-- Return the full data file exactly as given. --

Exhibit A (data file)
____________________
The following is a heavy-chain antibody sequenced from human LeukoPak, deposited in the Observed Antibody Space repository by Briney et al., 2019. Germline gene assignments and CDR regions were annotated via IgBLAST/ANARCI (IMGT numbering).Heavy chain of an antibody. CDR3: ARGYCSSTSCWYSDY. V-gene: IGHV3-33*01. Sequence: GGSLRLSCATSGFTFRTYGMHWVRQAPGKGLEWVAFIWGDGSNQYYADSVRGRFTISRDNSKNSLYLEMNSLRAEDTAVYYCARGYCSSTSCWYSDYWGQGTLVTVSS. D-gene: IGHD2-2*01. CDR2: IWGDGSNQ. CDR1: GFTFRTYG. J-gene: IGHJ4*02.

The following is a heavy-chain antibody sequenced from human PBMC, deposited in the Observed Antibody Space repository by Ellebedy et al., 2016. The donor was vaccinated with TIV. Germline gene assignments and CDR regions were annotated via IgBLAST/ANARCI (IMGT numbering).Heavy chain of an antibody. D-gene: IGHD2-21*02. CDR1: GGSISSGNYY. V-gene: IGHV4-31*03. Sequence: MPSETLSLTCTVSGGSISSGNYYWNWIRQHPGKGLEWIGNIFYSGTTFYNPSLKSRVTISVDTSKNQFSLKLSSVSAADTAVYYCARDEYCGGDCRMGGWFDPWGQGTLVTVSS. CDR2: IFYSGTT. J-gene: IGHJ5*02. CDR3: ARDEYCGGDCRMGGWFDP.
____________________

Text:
The following is a heavy-chain antibody sequenced from human LeukoPak, deposited in the Observed Antibody Space repository by Briney et al., 2019. Germline gene assignments and CDR regions were annotated via IgBLAST/ANARCI (IMGT numbering).Heavy chain of an antibody. CDR3: ARGYCSSTSCWYSDY. V-gene: IGHV3-33*01. Sequence: GGSLRLSCATSGFTFRTYGMHWVRQAPGKGLEWVAFIWGDGSNQYYADSVRGRFTISRDNSKNSLYLEMNSLRAEDTAVYYCARGYCSSTSCWYSDYWGQGTLVTVSS. D-gene: IGHD2-2*01. CDR2: IWGDGSNQ. CDR1: GFTFRTYG. J-gene: IGHJ4*02.

The following is a heavy-chain antibody sequenced from human PBMC, deposited in the Observed Antibody Space repository by Ellebedy et al., 2016. The donor was vaccinated with TIV. Germline gene assignments and CDR regions were annotated via IgBLAST/ANARCI (IMGT numbering).Heavy chain of an antibody. D-gene: IGHD2-21*02. CDR1: GGSISSGNYY. V-gene: IGHV4-31*03. Sequence: MPSETLSLTCTVSGGSISSGNYYWNWIRQHPGKGLEWIGNIFYSGTTFYNPSLKSRVTISVDTSKNQFSLKLSSVSAADTAVYYCARDEYCGGDCRMGGWFDPWGQGTLVTVSS. CDR2: IFYSGTT. J-gene: IGHJ5*02. CDR3: ARDEYCGGDCRMGGWFDP.